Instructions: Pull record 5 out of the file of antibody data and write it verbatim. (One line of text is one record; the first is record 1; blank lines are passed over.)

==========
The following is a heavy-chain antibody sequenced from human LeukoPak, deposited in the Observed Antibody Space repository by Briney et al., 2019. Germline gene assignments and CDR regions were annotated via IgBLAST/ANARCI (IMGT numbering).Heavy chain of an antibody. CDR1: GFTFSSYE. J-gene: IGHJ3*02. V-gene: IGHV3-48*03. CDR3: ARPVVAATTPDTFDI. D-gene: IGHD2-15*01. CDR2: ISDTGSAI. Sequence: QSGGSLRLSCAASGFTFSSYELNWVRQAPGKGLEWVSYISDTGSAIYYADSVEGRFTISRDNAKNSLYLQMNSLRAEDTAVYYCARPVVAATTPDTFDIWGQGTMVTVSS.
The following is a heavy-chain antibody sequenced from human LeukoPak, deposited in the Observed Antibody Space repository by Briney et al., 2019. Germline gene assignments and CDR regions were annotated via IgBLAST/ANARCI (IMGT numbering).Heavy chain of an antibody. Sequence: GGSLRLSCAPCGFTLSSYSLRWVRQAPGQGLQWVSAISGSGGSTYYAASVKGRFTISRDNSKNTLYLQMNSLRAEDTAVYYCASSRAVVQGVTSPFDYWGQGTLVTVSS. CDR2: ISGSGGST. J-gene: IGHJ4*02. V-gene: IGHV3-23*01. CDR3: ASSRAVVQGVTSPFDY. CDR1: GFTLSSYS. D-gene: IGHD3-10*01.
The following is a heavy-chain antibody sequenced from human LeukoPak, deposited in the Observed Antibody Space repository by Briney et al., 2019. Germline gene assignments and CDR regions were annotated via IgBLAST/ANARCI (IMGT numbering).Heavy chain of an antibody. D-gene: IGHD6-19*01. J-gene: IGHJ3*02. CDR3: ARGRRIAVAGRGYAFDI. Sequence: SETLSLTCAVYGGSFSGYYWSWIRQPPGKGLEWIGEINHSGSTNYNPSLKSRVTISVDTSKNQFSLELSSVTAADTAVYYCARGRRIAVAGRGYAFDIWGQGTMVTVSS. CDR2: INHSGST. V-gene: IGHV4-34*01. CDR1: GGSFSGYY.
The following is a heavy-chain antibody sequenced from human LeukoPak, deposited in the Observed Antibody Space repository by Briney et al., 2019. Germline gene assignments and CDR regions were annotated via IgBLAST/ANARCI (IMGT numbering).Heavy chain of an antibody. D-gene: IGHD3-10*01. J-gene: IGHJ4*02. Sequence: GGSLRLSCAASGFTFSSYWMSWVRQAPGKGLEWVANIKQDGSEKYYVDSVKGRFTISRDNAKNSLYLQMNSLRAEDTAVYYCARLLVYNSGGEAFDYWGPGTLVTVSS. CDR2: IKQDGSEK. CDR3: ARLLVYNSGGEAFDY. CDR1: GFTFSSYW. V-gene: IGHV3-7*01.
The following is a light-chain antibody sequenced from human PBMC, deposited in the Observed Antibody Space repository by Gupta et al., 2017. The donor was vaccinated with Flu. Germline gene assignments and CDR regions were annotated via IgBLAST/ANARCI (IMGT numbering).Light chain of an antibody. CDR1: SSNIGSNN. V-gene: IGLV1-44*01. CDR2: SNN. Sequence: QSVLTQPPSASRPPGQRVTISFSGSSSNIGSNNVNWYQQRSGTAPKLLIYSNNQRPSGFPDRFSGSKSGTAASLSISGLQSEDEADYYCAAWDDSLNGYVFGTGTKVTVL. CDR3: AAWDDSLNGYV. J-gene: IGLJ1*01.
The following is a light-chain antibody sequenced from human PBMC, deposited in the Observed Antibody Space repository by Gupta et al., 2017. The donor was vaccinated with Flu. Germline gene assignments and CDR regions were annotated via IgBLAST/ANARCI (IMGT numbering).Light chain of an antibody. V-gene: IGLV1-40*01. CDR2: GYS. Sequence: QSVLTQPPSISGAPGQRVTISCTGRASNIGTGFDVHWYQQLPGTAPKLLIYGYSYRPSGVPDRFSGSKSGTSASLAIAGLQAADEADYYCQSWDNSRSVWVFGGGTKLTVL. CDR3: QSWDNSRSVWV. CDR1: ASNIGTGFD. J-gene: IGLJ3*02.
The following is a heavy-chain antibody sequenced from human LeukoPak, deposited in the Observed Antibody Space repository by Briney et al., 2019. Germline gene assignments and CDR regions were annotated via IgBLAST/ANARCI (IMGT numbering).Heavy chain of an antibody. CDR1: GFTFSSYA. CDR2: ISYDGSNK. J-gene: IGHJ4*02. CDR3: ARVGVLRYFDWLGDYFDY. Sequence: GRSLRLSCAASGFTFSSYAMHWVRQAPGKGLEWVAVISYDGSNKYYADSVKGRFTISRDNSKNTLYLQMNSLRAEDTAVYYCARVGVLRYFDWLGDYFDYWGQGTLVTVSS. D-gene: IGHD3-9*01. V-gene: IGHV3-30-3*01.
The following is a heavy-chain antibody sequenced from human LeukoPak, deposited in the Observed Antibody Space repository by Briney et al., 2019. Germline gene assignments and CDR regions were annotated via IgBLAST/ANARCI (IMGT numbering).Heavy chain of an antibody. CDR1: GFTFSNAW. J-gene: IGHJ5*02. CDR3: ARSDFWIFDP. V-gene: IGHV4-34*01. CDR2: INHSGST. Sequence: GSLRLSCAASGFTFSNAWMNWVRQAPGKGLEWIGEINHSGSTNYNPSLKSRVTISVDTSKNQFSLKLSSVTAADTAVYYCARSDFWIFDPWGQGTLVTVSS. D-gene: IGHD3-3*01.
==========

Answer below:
The following is a light-chain antibody sequenced from human PBMC, deposited in the Observed Antibody Space repository by Gupta et al., 2017. The donor was vaccinated with Flu. Germline gene assignments and CDR regions were annotated via IgBLAST/ANARCI (IMGT numbering).Light chain of an antibody. CDR1: SSNIGSNN. V-gene: IGLV1-44*01. CDR2: SNN. Sequence: QSVLTQPPSASRPPGQRVTISFSGSSSNIGSNNVNWYQQRSGTAPKLLIYSNNQRPSGFPDRFSGSKSGTAASLSISGLQSEDEADYYCAAWDDSLNGYVFGTGTKVTVL. CDR3: AAWDDSLNGYV. J-gene: IGLJ1*01.